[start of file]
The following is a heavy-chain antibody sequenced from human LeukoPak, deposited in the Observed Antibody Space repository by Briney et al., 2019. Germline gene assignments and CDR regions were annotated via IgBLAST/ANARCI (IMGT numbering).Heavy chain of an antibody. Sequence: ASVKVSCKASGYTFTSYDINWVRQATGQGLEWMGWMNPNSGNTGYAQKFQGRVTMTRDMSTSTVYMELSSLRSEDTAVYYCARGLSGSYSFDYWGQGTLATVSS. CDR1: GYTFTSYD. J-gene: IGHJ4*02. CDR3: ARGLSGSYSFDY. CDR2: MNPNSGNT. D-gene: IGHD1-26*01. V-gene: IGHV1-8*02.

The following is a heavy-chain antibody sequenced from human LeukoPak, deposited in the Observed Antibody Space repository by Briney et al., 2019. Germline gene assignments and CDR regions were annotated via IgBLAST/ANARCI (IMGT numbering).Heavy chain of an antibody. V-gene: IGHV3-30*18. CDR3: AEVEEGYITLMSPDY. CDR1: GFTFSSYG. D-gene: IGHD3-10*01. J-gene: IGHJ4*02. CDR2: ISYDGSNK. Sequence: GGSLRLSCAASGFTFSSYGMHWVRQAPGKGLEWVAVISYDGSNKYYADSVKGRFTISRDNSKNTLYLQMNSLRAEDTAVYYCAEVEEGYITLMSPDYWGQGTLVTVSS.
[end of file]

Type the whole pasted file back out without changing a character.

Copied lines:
The following is a heavy-chain antibody sequenced from human LeukoPak, deposited in the Observed Antibody Space repository by Briney et al., 2019. Germline gene assignments and CDR regions were annotated via IgBLAST/ANARCI (IMGT numbering).Heavy chain of an antibody. Sequence: ASVKVSCKASGYTFTSYDINWVRQATGQGLEWMGWMNPNSGNTGYAQKFQGRVTMTRDMSTSTVYMELSSLRSEDTAVYYCARGLSGSYSFDYWGQGTLATVSS. CDR1: GYTFTSYD. J-gene: IGHJ4*02. CDR3: ARGLSGSYSFDY. CDR2: MNPNSGNT. D-gene: IGHD1-26*01. V-gene: IGHV1-8*02.

The following is a heavy-chain antibody sequenced from human LeukoPak, deposited in the Observed Antibody Space repository by Briney et al., 2019. Germline gene assignments and CDR regions were annotated via IgBLAST/ANARCI (IMGT numbering).Heavy chain of an antibody. V-gene: IGHV3-30*18. CDR3: AEVEEGYITLMSPDY. CDR1: GFTFSSYG. D-gene: IGHD3-10*01. J-gene: IGHJ4*02. CDR2: ISYDGSNK. Sequence: GGSLRLSCAASGFTFSSYGMHWVRQAPGKGLEWVAVISYDGSNKYYADSVKGRFTISRDNSKNTLYLQMNSLRAEDTAVYYCAEVEEGYITLMSPDYWGQGTLVTVSS.